Pre-punk style guide nicked from Karlheinz Weinberger’s Rebel Youth. The book takes us on an excursion through a little known urban subculture of 1960’s Zurich. But landing here was a revelation…love the d.i.y. string and chain solution to the the open fly…and Elvis ain’t half bad either!
Piers is the founder and editor in chief of PSFK, I’d like to give him informed feedback, and I know lots of people in this space. Mixing Reality gets significant traffic from StumbleUpon and the community of sustainability experts I’ve been involved with for years. I’m specifically asking people with green in your blood to comment here with thoughts for Piers and TED.
How can we help the sustainable community maintain its own growth? See the hashtag #TEDActiveSUS for comments there as well.
Here is the original question asked by Pier Fawkes on February 13, 2011:
The folks at idea-sharing TED are asking for folks to get involved with TEDActive Projects. They are asking conference goers and PSFK’s friends to explore, collaborate and act on the vital issues raised at TED. We are actively engaging our expert network, the Purple List, to provide stimulus for the teams working on these projects. More here.
The TEDActive Sustainability Project will look at best practices in community organizing, and explore radical solutions to push the sustainability movement forward.
Piers will personally be sharing them with the TEDActive community.
Please leave your comments here, I’ll see he gets them. Thank you.
Franz Marc’s Yellow Cow, 1911
Eric Telchin makes photo collages of randomly occurring hearts he takes with his iPhone. A very cool way to say I love you. And, says the artist, they spread love long after they’re first seen.
“The real impact of a Boy Sees Hearts print is not when the viewer first sees it. Rather, it’s several days later when they see a heart in a garbage can or a potato chip. When a person who’s having a bad day sees a heart on the street or in a grilled cheese sandwich, it transforms their day. I still get excited every time I see a heart”.
The siting of his first heart in a Ben & Jerry’s ice cream puddle is charming, and proves inspiration is literally everywhere.
“I do not belong to celebrity culture. If people only knew what actresses are paid to sit in the front row at the shows in Milan or Paris, they would want to kill somebody. If they only knew 10% of what’s going on, like brands that give bags away to young actresses and tell them to go in that restaurant on that day and leave the restaurant at 15 past 2:00, and hold the bag up for the paparazzi that will be there. This is a fact.”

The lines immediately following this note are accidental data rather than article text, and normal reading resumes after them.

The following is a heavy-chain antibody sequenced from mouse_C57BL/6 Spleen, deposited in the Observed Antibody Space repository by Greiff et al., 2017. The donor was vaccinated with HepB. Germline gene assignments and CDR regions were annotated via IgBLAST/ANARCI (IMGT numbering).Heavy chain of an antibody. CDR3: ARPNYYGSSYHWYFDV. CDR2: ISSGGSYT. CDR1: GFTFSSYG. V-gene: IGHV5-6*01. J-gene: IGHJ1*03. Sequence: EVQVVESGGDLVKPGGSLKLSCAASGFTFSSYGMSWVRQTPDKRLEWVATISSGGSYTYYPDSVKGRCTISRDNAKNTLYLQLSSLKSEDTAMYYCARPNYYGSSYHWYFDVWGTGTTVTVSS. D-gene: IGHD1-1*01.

So, although APC did not participate in fashion week, he was in NYC preparing for the launch of his new store in the West Village, talking about his collaborations with Carhartt, his quilting project collaboration with Jessica Ogden; a line of limited-edition, handmade blankets, composed of the excess yardage of A.P.C. fabrics, and his ongoing love affair with music. Of his 30 employees who work in the studio, 10 are musicians and all of them have bands.
And not to forget his “Butler” jeans, a great program which also adds a little history to our throwaway culture, by adding initials of the original wearer.
“Some people who buy our jeans only want to wear them when they’re pristine. When they start to fade or get holes in them, they don’t wear them anymore. So you can bring them back to the store and get a new pair of jeans at cost. We take the old jeans and wash them, mend them, mark them with the initials of the person who wore them, and sell them. No matter how much money you invest in machines, jeans always look better when they’ve been broken in by a human being. I call them the Butler Jeans because in the 19th century, English aristocrats would have their butlers wear their new clothes before they did, so they wouldn’t look nouveau riche”.
“Where should one use perfume?” a young woman asked.
“Wherever one wants to be kissed, ” I said.
Holton Rowler’s contemporary pour paintings…A little Friday treat. Enjoy the process on video below.
Andy Lifschutz does beautiful things with nature. Relying on the beauty of natural elements as they are, Lifschutz gives us pause with his exploration of raw materials such as reclaimed metals, wood, bone and stone. His objects remind us that nature is the consummate artist, and he lets her speak.